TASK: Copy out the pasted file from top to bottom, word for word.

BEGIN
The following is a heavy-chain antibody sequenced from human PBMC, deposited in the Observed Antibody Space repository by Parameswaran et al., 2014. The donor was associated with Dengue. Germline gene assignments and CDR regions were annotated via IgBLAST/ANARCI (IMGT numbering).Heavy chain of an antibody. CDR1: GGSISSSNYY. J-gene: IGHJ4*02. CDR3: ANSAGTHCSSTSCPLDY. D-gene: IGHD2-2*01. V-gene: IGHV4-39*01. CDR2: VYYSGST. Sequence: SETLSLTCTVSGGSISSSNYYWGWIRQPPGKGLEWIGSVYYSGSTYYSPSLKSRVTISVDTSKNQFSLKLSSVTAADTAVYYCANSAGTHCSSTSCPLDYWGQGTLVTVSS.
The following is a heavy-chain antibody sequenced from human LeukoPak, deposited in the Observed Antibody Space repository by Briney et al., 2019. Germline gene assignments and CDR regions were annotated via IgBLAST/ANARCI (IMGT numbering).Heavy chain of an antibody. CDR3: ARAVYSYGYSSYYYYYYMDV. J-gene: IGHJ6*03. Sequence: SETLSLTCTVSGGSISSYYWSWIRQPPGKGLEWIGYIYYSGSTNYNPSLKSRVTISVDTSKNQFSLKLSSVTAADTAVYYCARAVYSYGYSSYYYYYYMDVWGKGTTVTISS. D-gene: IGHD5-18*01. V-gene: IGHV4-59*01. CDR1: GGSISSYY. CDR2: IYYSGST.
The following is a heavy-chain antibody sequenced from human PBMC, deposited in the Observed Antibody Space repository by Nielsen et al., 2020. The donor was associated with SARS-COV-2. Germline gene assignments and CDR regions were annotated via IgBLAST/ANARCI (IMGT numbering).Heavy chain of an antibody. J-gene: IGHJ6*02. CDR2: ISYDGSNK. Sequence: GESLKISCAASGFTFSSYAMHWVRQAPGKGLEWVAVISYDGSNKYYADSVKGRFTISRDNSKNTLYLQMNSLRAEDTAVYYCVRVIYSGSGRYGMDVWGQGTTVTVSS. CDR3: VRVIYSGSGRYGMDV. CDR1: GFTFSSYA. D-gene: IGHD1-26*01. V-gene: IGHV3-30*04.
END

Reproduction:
The following is a heavy-chain antibody sequenced from human PBMC, deposited in the Observed Antibody Space repository by Parameswaran et al., 2014. The donor was associated with Dengue. Germline gene assignments and CDR regions were annotated via IgBLAST/ANARCI (IMGT numbering).Heavy chain of an antibody. CDR1: GGSISSSNYY. J-gene: IGHJ4*02. CDR3: ANSAGTHCSSTSCPLDY. D-gene: IGHD2-2*01. V-gene: IGHV4-39*01. CDR2: VYYSGST. Sequence: SETLSLTCTVSGGSISSSNYYWGWIRQPPGKGLEWIGSVYYSGSTYYSPSLKSRVTISVDTSKNQFSLKLSSVTAADTAVYYCANSAGTHCSSTSCPLDYWGQGTLVTVSS.
The following is a heavy-chain antibody sequenced from human LeukoPak, deposited in the Observed Antibody Space repository by Briney et al., 2019. Germline gene assignments and CDR regions were annotated via IgBLAST/ANARCI (IMGT numbering).Heavy chain of an antibody. CDR3: ARAVYSYGYSSYYYYYYMDV. J-gene: IGHJ6*03. Sequence: SETLSLTCTVSGGSISSYYWSWIRQPPGKGLEWIGYIYYSGSTNYNPSLKSRVTISVDTSKNQFSLKLSSVTAADTAVYYCARAVYSYGYSSYYYYYYMDVWGKGTTVTISS. D-gene: IGHD5-18*01. V-gene: IGHV4-59*01. CDR1: GGSISSYY. CDR2: IYYSGST.
The following is a heavy-chain antibody sequenced from human PBMC, deposited in the Observed Antibody Space repository by Nielsen et al., 2020. The donor was associated with SARS-COV-2. Germline gene assignments and CDR regions were annotated via IgBLAST/ANARCI (IMGT numbering).Heavy chain of an antibody. J-gene: IGHJ6*02. CDR2: ISYDGSNK. Sequence: GESLKISCAASGFTFSSYAMHWVRQAPGKGLEWVAVISYDGSNKYYADSVKGRFTISRDNSKNTLYLQMNSLRAEDTAVYYCVRVIYSGSGRYGMDVWGQGTTVTVSS. CDR3: VRVIYSGSGRYGMDV. CDR1: GFTFSSYA. D-gene: IGHD1-26*01. V-gene: IGHV3-30*04.